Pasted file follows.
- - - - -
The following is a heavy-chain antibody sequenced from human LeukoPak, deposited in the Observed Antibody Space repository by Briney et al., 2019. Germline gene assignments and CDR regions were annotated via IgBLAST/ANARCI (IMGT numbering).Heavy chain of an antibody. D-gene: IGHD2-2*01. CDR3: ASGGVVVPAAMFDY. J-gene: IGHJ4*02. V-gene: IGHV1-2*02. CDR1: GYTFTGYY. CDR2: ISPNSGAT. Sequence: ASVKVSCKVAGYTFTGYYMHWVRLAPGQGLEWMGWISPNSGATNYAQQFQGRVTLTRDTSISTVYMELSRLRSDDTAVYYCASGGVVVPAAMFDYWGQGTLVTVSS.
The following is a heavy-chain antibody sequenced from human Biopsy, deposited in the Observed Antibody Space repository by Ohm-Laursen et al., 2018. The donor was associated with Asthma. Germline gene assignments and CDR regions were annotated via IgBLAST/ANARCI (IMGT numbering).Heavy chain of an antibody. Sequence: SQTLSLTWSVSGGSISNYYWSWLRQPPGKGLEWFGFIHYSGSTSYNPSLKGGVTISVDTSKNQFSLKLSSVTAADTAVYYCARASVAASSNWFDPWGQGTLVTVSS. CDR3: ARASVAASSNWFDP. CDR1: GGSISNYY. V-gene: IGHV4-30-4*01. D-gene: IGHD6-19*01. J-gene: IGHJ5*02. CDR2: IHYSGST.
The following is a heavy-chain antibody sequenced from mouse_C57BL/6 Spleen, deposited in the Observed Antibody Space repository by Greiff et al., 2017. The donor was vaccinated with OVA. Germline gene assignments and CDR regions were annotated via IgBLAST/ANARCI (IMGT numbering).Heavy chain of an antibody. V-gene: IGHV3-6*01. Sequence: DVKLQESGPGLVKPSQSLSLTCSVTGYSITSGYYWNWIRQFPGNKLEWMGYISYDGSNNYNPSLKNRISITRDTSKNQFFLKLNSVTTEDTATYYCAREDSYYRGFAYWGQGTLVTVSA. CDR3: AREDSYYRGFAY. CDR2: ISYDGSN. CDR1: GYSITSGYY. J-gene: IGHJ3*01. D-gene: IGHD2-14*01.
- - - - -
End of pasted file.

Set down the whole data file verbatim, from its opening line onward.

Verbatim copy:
The following is a heavy-chain antibody sequenced from human LeukoPak, deposited in the Observed Antibody Space repository by Briney et al., 2019. Germline gene assignments and CDR regions were annotated via IgBLAST/ANARCI (IMGT numbering).Heavy chain of an antibody. D-gene: IGHD2-2*01. CDR3: ASGGVVVPAAMFDY. J-gene: IGHJ4*02. V-gene: IGHV1-2*02. CDR1: GYTFTGYY. CDR2: ISPNSGAT. Sequence: ASVKVSCKVAGYTFTGYYMHWVRLAPGQGLEWMGWISPNSGATNYAQQFQGRVTLTRDTSISTVYMELSRLRSDDTAVYYCASGGVVVPAAMFDYWGQGTLVTVSS.
The following is a heavy-chain antibody sequenced from human Biopsy, deposited in the Observed Antibody Space repository by Ohm-Laursen et al., 2018. The donor was associated with Asthma. Germline gene assignments and CDR regions were annotated via IgBLAST/ANARCI (IMGT numbering).Heavy chain of an antibody. Sequence: SQTLSLTWSVSGGSISNYYWSWLRQPPGKGLEWFGFIHYSGSTSYNPSLKGGVTISVDTSKNQFSLKLSSVTAADTAVYYCARASVAASSNWFDPWGQGTLVTVSS. CDR3: ARASVAASSNWFDP. CDR1: GGSISNYY. V-gene: IGHV4-30-4*01. D-gene: IGHD6-19*01. J-gene: IGHJ5*02. CDR2: IHYSGST.
The following is a heavy-chain antibody sequenced from mouse_C57BL/6 Spleen, deposited in the Observed Antibody Space repository by Greiff et al., 2017. The donor was vaccinated with OVA. Germline gene assignments and CDR regions were annotated via IgBLAST/ANARCI (IMGT numbering).Heavy chain of an antibody. V-gene: IGHV3-6*01. Sequence: DVKLQESGPGLVKPSQSLSLTCSVTGYSITSGYYWNWIRQFPGNKLEWMGYISYDGSNNYNPSLKNRISITRDTSKNQFFLKLNSVTTEDTATYYCAREDSYYRGFAYWGQGTLVTVSA. CDR3: AREDSYYRGFAY. CDR2: ISYDGSN. CDR1: GYSITSGYY. J-gene: IGHJ3*01. D-gene: IGHD2-14*01.